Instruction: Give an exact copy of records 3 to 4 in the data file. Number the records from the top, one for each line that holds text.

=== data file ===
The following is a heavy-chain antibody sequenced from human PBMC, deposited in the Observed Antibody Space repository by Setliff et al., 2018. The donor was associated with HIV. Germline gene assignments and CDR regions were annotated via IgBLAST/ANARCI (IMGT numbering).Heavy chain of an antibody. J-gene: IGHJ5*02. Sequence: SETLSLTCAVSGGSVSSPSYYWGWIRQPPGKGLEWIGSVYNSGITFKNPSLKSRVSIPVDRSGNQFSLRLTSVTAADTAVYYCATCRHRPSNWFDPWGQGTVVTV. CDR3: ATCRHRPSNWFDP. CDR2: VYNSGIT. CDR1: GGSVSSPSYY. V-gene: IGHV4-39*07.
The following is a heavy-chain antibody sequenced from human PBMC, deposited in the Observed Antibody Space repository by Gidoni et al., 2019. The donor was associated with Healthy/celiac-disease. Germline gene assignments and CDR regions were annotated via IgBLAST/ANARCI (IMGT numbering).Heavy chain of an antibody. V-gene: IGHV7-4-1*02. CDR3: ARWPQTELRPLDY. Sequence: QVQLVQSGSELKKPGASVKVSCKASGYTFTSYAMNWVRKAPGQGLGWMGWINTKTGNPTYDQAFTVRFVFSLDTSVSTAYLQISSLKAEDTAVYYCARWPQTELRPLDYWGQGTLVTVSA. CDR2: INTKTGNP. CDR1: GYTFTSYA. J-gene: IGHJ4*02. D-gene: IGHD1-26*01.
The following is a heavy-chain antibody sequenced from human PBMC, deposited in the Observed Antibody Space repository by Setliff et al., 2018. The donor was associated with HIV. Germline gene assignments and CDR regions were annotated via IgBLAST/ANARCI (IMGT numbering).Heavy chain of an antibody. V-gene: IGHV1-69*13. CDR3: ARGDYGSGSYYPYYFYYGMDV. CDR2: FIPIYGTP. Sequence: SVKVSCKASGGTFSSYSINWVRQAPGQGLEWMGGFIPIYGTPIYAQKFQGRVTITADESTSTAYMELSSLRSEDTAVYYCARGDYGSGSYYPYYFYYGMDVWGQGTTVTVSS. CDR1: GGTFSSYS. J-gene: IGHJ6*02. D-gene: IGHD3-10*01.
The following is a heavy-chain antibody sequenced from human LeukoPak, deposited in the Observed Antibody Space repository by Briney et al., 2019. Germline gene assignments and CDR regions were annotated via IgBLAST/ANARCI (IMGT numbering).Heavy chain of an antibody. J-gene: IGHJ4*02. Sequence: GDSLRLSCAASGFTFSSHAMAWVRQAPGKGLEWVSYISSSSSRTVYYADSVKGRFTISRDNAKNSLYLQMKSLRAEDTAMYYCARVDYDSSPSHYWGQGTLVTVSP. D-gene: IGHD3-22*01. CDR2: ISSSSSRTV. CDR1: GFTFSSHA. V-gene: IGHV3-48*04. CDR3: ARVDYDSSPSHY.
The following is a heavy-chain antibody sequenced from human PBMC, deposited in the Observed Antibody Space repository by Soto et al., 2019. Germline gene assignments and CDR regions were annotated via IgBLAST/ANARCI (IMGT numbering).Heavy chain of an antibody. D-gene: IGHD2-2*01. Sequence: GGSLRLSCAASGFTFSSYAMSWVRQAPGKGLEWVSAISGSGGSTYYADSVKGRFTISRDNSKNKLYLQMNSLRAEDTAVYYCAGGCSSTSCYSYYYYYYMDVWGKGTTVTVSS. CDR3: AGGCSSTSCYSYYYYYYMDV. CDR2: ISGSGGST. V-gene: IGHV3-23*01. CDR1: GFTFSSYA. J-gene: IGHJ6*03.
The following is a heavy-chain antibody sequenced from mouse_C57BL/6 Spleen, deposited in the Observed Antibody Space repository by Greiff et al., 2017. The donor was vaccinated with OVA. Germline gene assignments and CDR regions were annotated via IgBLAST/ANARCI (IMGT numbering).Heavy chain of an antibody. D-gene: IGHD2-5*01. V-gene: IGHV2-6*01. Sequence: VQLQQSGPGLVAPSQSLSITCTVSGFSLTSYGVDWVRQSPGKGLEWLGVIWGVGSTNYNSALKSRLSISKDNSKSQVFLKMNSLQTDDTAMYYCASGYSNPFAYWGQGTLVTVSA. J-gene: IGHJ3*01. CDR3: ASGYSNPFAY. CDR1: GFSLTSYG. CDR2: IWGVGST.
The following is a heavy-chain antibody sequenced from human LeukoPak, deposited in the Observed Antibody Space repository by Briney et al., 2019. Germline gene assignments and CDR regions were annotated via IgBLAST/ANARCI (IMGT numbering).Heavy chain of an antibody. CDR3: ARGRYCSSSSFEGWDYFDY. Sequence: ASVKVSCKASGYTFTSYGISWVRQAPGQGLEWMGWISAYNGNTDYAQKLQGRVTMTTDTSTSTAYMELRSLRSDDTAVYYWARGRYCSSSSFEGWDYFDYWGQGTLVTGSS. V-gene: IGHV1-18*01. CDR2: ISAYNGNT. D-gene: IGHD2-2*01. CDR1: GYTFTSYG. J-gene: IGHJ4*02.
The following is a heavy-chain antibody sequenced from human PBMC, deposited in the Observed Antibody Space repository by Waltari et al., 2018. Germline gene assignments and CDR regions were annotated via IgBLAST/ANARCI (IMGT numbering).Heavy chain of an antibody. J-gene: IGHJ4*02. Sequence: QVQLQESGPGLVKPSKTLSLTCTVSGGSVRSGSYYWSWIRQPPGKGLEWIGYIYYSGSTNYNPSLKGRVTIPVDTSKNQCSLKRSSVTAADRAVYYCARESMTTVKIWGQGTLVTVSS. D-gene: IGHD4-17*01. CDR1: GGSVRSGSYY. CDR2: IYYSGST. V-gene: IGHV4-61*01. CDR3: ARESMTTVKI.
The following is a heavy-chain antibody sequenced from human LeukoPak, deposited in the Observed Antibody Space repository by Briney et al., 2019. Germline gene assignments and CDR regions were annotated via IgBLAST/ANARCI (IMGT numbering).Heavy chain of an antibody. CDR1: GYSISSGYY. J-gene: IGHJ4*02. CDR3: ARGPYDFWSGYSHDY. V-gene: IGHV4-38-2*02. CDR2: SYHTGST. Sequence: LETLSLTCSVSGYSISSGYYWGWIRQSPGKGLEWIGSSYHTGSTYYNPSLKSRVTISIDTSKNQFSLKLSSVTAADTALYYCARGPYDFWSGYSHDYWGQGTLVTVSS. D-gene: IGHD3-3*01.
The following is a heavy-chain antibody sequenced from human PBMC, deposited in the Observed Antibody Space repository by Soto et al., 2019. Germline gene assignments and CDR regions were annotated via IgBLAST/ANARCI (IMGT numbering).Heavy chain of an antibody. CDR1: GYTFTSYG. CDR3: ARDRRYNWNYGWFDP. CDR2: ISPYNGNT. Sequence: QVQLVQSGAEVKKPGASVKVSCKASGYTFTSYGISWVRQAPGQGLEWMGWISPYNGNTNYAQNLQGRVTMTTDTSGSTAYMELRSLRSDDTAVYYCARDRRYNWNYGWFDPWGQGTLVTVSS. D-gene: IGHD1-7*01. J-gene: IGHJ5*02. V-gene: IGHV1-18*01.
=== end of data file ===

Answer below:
The following is a heavy-chain antibody sequenced from human PBMC, deposited in the Observed Antibody Space repository by Setliff et al., 2018. The donor was associated with HIV. Germline gene assignments and CDR regions were annotated via IgBLAST/ANARCI (IMGT numbering).Heavy chain of an antibody. V-gene: IGHV1-69*13. CDR3: ARGDYGSGSYYPYYFYYGMDV. CDR2: FIPIYGTP. Sequence: SVKVSCKASGGTFSSYSINWVRQAPGQGLEWMGGFIPIYGTPIYAQKFQGRVTITADESTSTAYMELSSLRSEDTAVYYCARGDYGSGSYYPYYFYYGMDVWGQGTTVTVSS. CDR1: GGTFSSYS. J-gene: IGHJ6*02. D-gene: IGHD3-10*01.
The following is a heavy-chain antibody sequenced from human LeukoPak, deposited in the Observed Antibody Space repository by Briney et al., 2019. Germline gene assignments and CDR regions were annotated via IgBLAST/ANARCI (IMGT numbering).Heavy chain of an antibody. J-gene: IGHJ4*02. Sequence: GDSLRLSCAASGFTFSSHAMAWVRQAPGKGLEWVSYISSSSSRTVYYADSVKGRFTISRDNAKNSLYLQMKSLRAEDTAMYYCARVDYDSSPSHYWGQGTLVTVSP. D-gene: IGHD3-22*01. CDR2: ISSSSSRTV. CDR1: GFTFSSHA. V-gene: IGHV3-48*04. CDR3: ARVDYDSSPSHY.